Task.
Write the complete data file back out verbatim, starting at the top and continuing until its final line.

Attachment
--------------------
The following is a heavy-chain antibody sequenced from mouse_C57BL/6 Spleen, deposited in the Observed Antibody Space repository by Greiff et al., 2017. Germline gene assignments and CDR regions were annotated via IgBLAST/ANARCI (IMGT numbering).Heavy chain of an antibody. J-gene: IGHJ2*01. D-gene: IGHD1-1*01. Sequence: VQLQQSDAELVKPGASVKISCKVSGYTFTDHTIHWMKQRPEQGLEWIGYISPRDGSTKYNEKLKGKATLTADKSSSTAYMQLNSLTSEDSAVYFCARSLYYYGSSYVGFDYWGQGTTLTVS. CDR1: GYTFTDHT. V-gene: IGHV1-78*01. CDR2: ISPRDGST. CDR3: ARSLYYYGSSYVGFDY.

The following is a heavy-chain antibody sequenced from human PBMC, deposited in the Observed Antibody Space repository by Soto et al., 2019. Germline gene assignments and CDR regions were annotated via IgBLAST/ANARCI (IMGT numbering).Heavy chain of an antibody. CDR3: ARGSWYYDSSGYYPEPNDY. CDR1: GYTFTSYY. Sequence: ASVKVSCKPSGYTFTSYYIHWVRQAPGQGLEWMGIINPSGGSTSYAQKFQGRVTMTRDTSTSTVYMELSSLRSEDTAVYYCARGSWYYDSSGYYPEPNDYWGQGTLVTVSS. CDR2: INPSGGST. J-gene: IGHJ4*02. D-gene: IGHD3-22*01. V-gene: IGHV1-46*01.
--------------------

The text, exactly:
The following is a heavy-chain antibody sequenced from mouse_C57BL/6 Spleen, deposited in the Observed Antibody Space repository by Greiff et al., 2017. Germline gene assignments and CDR regions were annotated via IgBLAST/ANARCI (IMGT numbering).Heavy chain of an antibody. J-gene: IGHJ2*01. D-gene: IGHD1-1*01. Sequence: VQLQQSDAELVKPGASVKISCKVSGYTFTDHTIHWMKQRPEQGLEWIGYISPRDGSTKYNEKLKGKATLTADKSSSTAYMQLNSLTSEDSAVYFCARSLYYYGSSYVGFDYWGQGTTLTVS. CDR1: GYTFTDHT. V-gene: IGHV1-78*01. CDR2: ISPRDGST. CDR3: ARSLYYYGSSYVGFDY.

The following is a heavy-chain antibody sequenced from human PBMC, deposited in the Observed Antibody Space repository by Soto et al., 2019. Germline gene assignments and CDR regions were annotated via IgBLAST/ANARCI (IMGT numbering).Heavy chain of an antibody. CDR3: ARGSWYYDSSGYYPEPNDY. CDR1: GYTFTSYY. Sequence: ASVKVSCKPSGYTFTSYYIHWVRQAPGQGLEWMGIINPSGGSTSYAQKFQGRVTMTRDTSTSTVYMELSSLRSEDTAVYYCARGSWYYDSSGYYPEPNDYWGQGTLVTVSS. CDR2: INPSGGST. J-gene: IGHJ4*02. D-gene: IGHD3-22*01. V-gene: IGHV1-46*01.